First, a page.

This evening, I attended a panel discussion at one of the local synagogues on the topic of religion and government. It was sponsored by the very liberal National Council of Jewish Women, and featured four attorneys: Melissa Hart, Assoc. Prof. of Law and Director of the Byron White Center for the Study of Constitutional Law at CU, Ed Kahn, Special Counsel for the Colorado Center on Law and Policy, Dan F. Lynch, Attorney, Teacher and Author, and Rebecca T. Wallace, Staff Attorney, ACLU of Colorado. (In case you’re wondering whether Mr. Lynch was there for balance, I can assure you he was not; his primary concern seemed to be the imminent threat of Christian Zionists manipulating our government into starting WWIII to hasten the Apocalypse, or something like that.)
The panel was somewhat interesting, as these things go. The audience was mostly liberal, and the panelists were never really challenged. Most of what they said would be pretty unremarkable to anyone familiar with the leftist cant about religion in the public schools, public square, and private hospitals.
Until the last question, submitted by yours truly. It’s a question that was inspired by a Spengler column a couple of months back, at the height of the HHS Mandate controversy, and let me hasten to assure you that except for cropping out Mr Kahn’s basically non-responsive answer at the end, and bumping up the volume, I have not edited this clip at all:
The silence – finally ended by Mr. Kahn wishing aloud that someone else would take the question – is 9 seconds long.
Nine seconds long.
That’s roughly an eternity, when you have four lawyers on a panel. There is no charitable interpretation of this silence, the only explanation being that they simply hadn’t considered the question before. (Ms. Hart’s answer, that kosher slaughter is central to the Jewish religion, at least relieves us of the fear that they don’t really care about kashrut; like most Conservative or Reform Jews, they’re happy to have it around, even if they don’t practice.)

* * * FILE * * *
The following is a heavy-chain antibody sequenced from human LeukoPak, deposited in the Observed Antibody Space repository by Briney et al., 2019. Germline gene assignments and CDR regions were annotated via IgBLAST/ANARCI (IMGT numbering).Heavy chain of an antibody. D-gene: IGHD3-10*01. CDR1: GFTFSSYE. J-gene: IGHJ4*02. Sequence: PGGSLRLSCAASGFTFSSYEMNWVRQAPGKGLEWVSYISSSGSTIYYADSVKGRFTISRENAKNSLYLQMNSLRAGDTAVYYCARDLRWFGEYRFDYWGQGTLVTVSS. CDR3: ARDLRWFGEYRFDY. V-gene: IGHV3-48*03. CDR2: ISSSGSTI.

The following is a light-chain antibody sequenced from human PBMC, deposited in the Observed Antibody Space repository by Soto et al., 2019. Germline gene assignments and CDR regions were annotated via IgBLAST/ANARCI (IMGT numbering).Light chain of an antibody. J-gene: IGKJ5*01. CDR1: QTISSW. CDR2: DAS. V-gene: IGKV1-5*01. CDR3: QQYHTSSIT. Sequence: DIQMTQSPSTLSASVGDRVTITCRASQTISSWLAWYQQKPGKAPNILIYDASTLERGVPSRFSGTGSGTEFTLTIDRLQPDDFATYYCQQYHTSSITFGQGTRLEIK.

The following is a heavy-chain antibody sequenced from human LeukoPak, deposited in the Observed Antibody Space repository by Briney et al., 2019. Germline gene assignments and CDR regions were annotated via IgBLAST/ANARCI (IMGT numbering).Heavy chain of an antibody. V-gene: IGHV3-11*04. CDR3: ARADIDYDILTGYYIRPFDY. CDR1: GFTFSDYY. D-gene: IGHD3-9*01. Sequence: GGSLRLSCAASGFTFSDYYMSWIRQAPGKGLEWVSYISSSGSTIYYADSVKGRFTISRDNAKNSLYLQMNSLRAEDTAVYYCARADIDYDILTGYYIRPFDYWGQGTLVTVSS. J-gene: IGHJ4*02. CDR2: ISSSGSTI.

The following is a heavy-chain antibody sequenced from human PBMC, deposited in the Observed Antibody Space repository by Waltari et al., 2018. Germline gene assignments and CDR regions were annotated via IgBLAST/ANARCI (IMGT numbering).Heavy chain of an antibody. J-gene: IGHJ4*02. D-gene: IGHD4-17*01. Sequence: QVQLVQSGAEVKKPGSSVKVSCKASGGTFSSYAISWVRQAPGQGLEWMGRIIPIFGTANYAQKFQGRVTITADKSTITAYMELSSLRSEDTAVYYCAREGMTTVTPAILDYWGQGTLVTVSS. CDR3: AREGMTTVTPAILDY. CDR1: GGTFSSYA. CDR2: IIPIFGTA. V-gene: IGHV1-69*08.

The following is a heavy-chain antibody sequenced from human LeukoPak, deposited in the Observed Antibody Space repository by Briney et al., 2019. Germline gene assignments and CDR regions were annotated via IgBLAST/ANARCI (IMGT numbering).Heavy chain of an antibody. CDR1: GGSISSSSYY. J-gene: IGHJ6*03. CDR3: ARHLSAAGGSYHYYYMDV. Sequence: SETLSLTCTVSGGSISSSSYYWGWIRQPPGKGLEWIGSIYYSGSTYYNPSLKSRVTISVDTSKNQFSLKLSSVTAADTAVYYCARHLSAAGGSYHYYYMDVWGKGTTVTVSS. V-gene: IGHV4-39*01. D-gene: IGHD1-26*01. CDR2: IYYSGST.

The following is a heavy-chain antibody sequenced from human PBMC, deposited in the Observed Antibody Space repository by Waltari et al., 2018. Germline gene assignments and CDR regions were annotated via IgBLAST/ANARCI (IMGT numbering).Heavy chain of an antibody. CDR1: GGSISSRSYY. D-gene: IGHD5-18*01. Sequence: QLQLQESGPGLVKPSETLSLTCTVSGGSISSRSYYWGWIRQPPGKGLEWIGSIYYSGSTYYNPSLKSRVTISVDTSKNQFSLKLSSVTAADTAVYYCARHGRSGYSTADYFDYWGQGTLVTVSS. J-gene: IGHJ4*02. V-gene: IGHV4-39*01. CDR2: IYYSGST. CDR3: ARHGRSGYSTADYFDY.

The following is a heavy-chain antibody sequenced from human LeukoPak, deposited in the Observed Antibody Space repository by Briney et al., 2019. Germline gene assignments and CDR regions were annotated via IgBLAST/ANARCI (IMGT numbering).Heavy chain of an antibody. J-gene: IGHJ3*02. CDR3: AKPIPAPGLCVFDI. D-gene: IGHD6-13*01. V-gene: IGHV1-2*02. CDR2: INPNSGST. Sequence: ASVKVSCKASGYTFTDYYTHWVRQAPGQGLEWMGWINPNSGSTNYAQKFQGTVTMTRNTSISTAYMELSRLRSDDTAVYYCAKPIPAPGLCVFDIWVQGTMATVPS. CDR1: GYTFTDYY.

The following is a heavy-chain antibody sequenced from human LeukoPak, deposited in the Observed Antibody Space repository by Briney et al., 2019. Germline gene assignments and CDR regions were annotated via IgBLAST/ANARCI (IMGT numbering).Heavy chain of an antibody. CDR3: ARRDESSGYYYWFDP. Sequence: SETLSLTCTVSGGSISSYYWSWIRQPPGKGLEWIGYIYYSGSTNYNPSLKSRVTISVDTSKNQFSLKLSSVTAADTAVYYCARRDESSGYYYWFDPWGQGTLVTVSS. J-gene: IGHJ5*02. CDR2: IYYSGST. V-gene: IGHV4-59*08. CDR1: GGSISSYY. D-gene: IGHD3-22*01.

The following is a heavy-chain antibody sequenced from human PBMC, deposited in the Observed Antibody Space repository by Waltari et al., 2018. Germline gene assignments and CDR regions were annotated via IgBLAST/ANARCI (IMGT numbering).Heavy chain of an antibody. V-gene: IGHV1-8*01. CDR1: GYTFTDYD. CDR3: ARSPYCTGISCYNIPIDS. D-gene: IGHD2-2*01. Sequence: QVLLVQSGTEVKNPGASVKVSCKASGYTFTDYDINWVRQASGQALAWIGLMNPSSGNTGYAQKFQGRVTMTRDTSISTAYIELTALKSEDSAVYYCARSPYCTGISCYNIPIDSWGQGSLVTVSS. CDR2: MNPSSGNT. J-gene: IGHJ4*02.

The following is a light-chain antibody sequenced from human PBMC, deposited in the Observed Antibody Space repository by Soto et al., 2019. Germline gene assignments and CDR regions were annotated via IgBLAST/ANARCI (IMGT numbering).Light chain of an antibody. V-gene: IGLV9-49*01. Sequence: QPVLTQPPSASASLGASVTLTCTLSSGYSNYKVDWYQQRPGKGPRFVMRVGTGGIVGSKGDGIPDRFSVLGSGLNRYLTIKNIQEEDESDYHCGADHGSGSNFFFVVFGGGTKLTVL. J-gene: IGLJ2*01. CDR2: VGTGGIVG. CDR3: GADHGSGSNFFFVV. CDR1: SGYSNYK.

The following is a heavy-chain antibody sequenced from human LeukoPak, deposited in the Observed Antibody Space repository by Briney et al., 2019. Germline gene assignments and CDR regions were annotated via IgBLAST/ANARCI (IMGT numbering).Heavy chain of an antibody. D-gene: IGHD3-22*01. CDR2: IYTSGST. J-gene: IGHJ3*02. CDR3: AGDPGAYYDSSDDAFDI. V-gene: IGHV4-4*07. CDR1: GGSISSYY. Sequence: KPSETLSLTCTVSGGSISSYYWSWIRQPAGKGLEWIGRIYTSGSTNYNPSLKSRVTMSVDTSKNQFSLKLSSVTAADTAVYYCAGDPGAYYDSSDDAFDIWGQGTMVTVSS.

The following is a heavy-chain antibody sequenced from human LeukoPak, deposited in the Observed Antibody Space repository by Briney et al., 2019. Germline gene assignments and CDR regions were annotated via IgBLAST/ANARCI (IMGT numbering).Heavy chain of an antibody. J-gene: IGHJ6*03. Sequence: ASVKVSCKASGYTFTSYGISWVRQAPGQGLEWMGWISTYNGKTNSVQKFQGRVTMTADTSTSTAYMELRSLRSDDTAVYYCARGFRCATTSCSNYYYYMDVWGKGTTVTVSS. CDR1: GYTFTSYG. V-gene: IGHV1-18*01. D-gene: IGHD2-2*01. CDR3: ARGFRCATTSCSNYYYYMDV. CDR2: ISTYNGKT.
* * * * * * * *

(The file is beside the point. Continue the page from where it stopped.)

Ms. Hart’s response, that she has “faith” that the legal system would never do such a thing will be of slight comfort to conservatives who’ve seen the courts do many previously unthinkable things in the last half-century, but I will admit that I was only partially successful in hiding a wry smirk.
Like so many who inhabit the lefty echo chamber for a living, the panelists simply fail to consider that the results of their activism might one day be turned against something they care about, and have no good answers when their assumptions are challenged in a constructive, rather than confrontational, way.
Maybe they should have just stayed silent.
UPDATE: I’ve filtered out some of the noise from the sound clip, and attached the following transcript:
Moderator: OK, I have maybe a technical question. Assuming the HHS Mandate – and if you answer this question you can tell us what that is – is allowed to stand, suppose that a government office were to decide that kosher slaughter violated the relevant animal cruelty statues. How would you persuade them, or persuade the judge, to continue to permit kosher slaughter?
[9 seconds of silence]
Mr. Kahn: I hope someone else will take this.
Moderator: Now we see which of them has studied the Talmud.
Ms. Hart: So, one of the things that gets harder when politics gets stranger, as it is right now, but one of the things that I say to all of my first-year Civil Procedure students is that I have a very deep faith in law. I believe that to practice law and to love law, as I do – civil law – you have to have a great deal of faith in law and in the (unintelligible) practice in law, including the courts.
HHS is Health and Human Services, and I assume the question is referring to the provision – to the question about the abortion and contraception provision.
I – (2 second pause) have faith that no court would find that a state could outlaw rules of kosher under animal cruelty provisions, that the centrality of the kosher rules to the Jewish faith, and the lack of any kind of question of that is so clear, that even a law that seemed to be neutral, and animal cruelty law, would not pass (unintelligible) as a way of forbidding the laws of kosher. I don’t believe that because of any precedent that tells me that that’s definitely true. I believe that because I have faith in the courts not to go to that extreme.
If if you’re looking for precedent and the arguments you would make from precedent, I would go back to the law that I talked about briefly in the beginning, the Lukumi Babalu Aye case, that actually was the state’s, the community’s ban on animal sacrifice was an animal cruelty provision. And the courts were willing to look behind it and say there are other ways to prevent cruelty to animals than this kind of prohibition. So I think that courts have addressed animal cruelty provisions in the context of religious laws before – this is a quite different kind of religious law – and have found that they’re able to separate these things out and should separate these things out and I believe that they will continue to do that.